Vint Cerf, widely acclaimed as the father of the Internet, is working with Nasa to extend the public network to Mars.
During his keynote speech at the annual Optical Internetworking Forum, which is being held in conjunction with Supercomm in Atlanta this week, Cerf said: "The Internet is for everyone - even Martians."
Cerf is working with Nasa on its Mars Mission Plan to build an interplanetary Internet that will enable members of different space missions to communicate with each other and share ideas.
He said: "Each mission has used its own integral system, so new missions have not been able to communicate with past missions. So I had the idea of using the Internet to create a backbone facility across the solar system."
Nasa's 25 year long Mars Mission Plan will involve low Mars orbit and aerosynchronous satellites by 2008, with Mars outposts established by 2010. By 2018, there could be manned orbiting missions to Mars, and Nasa hopes to have manned Mars stations by 2030.
Back on earth, Cerf, the co creator of the TCP/IP protocol, which acts as the backbone of the Internet, and MCI Worldcom's current vice president of Internet architecture and technology, said the network, particularly the commercial version, was still in its early stages. As a result, business plans are in a state of flux.
He explained: "It's like the early stages of the gold rush, but today, everyone is looking for gold on the stock market. But the people who made money in the gold rush were those selling picks and shovels - this is what the telecoms companies are doing."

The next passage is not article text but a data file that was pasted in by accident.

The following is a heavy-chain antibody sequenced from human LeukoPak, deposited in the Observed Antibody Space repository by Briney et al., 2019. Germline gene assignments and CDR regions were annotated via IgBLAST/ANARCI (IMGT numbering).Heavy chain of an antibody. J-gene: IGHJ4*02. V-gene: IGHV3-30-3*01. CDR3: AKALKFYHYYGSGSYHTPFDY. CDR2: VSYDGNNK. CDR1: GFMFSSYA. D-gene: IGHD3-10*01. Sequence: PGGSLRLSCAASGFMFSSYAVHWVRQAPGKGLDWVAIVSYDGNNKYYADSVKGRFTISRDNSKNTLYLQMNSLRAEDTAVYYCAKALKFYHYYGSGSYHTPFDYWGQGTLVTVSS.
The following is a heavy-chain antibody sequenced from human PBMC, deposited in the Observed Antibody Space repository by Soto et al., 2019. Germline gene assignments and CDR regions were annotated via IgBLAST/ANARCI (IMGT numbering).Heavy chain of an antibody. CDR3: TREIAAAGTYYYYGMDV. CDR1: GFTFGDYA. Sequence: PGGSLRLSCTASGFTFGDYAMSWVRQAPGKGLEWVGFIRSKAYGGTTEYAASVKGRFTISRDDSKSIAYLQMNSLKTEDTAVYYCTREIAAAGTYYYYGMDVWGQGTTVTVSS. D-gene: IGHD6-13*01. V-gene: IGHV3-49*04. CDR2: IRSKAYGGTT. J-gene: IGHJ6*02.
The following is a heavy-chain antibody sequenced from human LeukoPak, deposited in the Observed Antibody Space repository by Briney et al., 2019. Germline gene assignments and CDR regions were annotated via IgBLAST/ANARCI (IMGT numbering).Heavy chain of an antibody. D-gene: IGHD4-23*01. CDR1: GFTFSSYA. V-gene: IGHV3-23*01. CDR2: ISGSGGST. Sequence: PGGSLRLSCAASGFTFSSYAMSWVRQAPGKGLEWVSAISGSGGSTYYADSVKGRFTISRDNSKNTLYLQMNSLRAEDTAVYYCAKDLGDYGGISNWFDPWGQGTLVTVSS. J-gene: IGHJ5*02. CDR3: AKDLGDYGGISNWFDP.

Cerf said the Internet would transform the way people view and use different kinds of media, including radio, and the market would be driven by consumers. Although radio stations are currently confined to the frequency on which they broadcast, programme makers would, in future, be able to smash these barriers because listeners could tune into global URLs.
He also believed that Web based video conferencing would become popular as games equipment makers such as Sega, Sony and Nintendo began to support TCP/IP, enabling users to add video cameras and microphones onto their machines. Virtual groups playing games would lead to the widespread acceptance of video conferencing, he continued.
And as kit such as hand held devices went increasingly online, the Internet would be used with global positioning satellite (GPS) technology to identify nearby amenities. Video casette recorders (VCRs) were also likely to be hooked up to the Internet to help users set up and record programmes.
"It would also let people find out the time because it would get rid of the flashing '12:00' that is on everyone's VCRs," Cerf concluded.
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